SARS Coronavirus UV Susceptibility

Severe Acute Respiratory Syndrome (SARS) virus is an emerging respiratory infection that has caused outbreaks in health care settings (Ho et al 2003, HWFB 2003). SARS virus is a new variant of the coronavirus family and transmits through the air and by direct contact. (He et al 2003, CDC 2003).

SARS coronavirus is one of the most hazardous infections for hospital personnel. In a study by He et al (2003) it was found that index patients were the first generation source of transmission and they infected inpatients and medical staff, creating second-generation patients. The major transmission routes were close proximity airborne droplet infection and close contact infection.

There was also evidence for the likelihood of aerosol transmission of infections through the ventilation system, which spread the infection to other hospital floors. A similar report comes from Ho et al (2003), who found that Hospital outbreaks of SARS typically occurred within the first week after admission of the first SARS cases before recognition and before isolation measures were implemented.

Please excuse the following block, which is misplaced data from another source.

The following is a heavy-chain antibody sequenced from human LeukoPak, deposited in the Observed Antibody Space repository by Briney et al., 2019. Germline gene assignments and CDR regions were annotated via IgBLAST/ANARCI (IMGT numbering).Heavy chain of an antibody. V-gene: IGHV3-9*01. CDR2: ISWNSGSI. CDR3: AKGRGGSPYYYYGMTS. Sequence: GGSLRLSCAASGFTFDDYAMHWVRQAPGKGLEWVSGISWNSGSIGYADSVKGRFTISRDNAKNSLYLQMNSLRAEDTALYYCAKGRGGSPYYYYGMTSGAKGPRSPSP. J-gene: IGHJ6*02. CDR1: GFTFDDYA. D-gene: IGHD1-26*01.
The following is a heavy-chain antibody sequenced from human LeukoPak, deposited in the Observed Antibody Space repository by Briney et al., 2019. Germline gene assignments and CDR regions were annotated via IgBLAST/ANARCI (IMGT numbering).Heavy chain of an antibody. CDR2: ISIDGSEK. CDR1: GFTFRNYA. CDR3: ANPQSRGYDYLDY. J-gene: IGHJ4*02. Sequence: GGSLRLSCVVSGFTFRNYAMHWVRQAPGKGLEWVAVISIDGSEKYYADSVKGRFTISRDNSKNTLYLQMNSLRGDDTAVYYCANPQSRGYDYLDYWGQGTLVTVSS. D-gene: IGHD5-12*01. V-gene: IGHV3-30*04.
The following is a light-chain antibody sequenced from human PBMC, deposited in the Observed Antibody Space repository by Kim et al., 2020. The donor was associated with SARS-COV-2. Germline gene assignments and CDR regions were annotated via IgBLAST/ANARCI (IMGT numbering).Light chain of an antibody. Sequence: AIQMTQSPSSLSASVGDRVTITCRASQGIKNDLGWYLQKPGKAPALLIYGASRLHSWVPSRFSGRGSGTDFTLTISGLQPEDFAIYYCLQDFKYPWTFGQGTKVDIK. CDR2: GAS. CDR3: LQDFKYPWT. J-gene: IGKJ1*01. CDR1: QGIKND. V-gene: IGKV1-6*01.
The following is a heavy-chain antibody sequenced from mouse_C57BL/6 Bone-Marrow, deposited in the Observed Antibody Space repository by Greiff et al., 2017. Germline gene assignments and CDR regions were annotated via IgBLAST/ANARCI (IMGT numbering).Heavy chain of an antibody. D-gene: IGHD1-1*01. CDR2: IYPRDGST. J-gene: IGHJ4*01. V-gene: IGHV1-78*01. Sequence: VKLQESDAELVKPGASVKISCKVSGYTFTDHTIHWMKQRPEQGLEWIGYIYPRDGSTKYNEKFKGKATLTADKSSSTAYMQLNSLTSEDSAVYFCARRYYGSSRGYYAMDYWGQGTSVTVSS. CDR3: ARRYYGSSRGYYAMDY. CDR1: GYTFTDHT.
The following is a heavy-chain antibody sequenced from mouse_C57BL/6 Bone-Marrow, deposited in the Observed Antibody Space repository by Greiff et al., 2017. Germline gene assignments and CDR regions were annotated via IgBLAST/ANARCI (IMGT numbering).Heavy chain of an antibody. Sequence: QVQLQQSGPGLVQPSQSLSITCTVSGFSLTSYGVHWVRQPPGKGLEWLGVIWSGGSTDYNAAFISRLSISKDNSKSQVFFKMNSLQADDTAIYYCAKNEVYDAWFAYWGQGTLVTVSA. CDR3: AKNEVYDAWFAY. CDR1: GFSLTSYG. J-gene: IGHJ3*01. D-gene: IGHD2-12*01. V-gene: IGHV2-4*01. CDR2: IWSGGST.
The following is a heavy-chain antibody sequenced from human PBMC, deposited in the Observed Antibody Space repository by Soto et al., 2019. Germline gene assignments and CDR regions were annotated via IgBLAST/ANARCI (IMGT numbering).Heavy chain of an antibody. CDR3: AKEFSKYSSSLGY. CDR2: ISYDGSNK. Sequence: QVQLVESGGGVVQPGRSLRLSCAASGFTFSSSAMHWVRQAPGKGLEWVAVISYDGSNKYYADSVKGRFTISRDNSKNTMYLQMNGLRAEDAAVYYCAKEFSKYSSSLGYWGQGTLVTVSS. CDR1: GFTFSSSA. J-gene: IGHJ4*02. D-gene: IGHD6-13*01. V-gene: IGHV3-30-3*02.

In the majority of hospital infections, there was close contact with a SARS patient, and transmission occurred via large droplets, direct contact with infectious fluids, or by contact with fomites from infectious fluids.

In some instances, the potential airborne transmission was reported in association with endotracheal intubation, nebulized medications, and non-invasive positive pressure ventilation of SARS patients. The nosocomial transmission was effectively halted by enforcement of standard routines, contact and droplet precautions in all clinical areas, and additional airborne precautions in high-risk areas

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